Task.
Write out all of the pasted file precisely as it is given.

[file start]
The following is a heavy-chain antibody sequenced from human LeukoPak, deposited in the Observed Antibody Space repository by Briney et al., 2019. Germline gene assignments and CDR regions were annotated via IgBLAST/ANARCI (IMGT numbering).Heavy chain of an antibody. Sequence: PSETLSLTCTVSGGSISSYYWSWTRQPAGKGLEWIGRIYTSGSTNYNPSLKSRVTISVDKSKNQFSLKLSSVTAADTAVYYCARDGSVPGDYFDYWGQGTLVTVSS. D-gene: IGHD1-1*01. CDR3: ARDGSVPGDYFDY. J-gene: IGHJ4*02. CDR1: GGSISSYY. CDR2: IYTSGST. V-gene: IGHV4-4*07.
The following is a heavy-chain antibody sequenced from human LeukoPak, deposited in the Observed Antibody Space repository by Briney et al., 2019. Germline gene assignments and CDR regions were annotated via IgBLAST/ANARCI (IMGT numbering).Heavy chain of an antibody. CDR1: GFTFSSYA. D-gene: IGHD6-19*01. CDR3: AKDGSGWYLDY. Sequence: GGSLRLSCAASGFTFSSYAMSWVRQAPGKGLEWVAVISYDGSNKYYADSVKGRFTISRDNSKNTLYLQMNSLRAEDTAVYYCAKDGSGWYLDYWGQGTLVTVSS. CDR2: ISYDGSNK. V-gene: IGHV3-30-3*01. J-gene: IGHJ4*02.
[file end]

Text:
The following is a heavy-chain antibody sequenced from human LeukoPak, deposited in the Observed Antibody Space repository by Briney et al., 2019. Germline gene assignments and CDR regions were annotated via IgBLAST/ANARCI (IMGT numbering).Heavy chain of an antibody. Sequence: PSETLSLTCTVSGGSISSYYWSWTRQPAGKGLEWIGRIYTSGSTNYNPSLKSRVTISVDKSKNQFSLKLSSVTAADTAVYYCARDGSVPGDYFDYWGQGTLVTVSS. D-gene: IGHD1-1*01. CDR3: ARDGSVPGDYFDY. J-gene: IGHJ4*02. CDR1: GGSISSYY. CDR2: IYTSGST. V-gene: IGHV4-4*07.
The following is a heavy-chain antibody sequenced from human LeukoPak, deposited in the Observed Antibody Space repository by Briney et al., 2019. Germline gene assignments and CDR regions were annotated via IgBLAST/ANARCI (IMGT numbering).Heavy chain of an antibody. CDR1: GFTFSSYA. D-gene: IGHD6-19*01. CDR3: AKDGSGWYLDY. Sequence: GGSLRLSCAASGFTFSSYAMSWVRQAPGKGLEWVAVISYDGSNKYYADSVKGRFTISRDNSKNTLYLQMNSLRAEDTAVYYCAKDGSGWYLDYWGQGTLVTVSS. CDR2: ISYDGSNK. V-gene: IGHV3-30-3*01. J-gene: IGHJ4*02.